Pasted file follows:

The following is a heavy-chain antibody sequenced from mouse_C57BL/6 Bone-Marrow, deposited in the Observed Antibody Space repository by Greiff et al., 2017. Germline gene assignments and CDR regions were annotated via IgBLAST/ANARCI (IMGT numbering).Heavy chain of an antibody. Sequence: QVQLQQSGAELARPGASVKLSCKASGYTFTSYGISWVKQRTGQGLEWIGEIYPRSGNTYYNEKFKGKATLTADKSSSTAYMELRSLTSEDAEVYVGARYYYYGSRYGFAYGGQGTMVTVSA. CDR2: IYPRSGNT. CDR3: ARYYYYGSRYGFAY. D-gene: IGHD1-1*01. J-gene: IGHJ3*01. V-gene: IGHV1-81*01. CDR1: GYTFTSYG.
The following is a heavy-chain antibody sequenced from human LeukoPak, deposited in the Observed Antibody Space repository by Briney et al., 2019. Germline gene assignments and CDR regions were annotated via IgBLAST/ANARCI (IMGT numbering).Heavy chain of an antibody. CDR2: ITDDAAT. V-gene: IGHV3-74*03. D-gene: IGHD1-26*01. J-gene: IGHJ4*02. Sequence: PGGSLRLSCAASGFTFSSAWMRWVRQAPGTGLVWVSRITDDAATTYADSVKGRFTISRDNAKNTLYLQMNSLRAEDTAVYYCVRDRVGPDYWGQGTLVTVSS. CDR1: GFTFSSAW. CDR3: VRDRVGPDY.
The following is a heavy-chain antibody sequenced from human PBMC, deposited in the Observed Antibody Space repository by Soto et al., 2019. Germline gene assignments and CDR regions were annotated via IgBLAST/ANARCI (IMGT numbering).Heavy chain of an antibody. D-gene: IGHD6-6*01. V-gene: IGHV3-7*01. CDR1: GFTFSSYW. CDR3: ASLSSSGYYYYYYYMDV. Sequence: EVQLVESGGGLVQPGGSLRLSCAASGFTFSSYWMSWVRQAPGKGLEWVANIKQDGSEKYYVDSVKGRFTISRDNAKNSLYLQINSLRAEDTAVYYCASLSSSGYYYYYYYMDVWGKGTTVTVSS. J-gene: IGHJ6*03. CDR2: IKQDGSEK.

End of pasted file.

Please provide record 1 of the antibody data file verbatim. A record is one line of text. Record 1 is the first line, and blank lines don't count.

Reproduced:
The following is a heavy-chain antibody sequenced from mouse_C57BL/6 Bone-Marrow, deposited in the Observed Antibody Space repository by Greiff et al., 2017. Germline gene assignments and CDR regions were annotated via IgBLAST/ANARCI (IMGT numbering).Heavy chain of an antibody. Sequence: QVQLQQSGAELARPGASVKLSCKASGYTFTSYGISWVKQRTGQGLEWIGEIYPRSGNTYYNEKFKGKATLTADKSSSTAYMELRSLTSEDAEVYVGARYYYYGSRYGFAYGGQGTMVTVSA. CDR2: IYPRSGNT. CDR3: ARYYYYGSRYGFAY. D-gene: IGHD1-1*01. J-gene: IGHJ3*01. V-gene: IGHV1-81*01. CDR1: GYTFTSYG.